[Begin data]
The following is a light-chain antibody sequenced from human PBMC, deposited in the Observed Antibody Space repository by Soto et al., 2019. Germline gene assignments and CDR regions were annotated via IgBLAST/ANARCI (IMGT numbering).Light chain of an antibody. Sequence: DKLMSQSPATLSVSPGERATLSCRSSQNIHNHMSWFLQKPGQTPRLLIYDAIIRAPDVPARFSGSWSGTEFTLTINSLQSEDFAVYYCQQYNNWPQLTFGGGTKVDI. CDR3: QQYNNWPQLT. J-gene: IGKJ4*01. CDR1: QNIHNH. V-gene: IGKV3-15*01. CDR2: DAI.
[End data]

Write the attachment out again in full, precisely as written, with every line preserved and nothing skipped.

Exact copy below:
The following is a light-chain antibody sequenced from human PBMC, deposited in the Observed Antibody Space repository by Soto et al., 2019. Germline gene assignments and CDR regions were annotated via IgBLAST/ANARCI (IMGT numbering).Light chain of an antibody. Sequence: DKLMSQSPATLSVSPGERATLSCRSSQNIHNHMSWFLQKPGQTPRLLIYDAIIRAPDVPARFSGSWSGTEFTLTINSLQSEDFAVYYCQQYNNWPQLTFGGGTKVDI. CDR3: QQYNNWPQLT. J-gene: IGKJ4*01. CDR1: QNIHNH. V-gene: IGKV3-15*01. CDR2: DAI.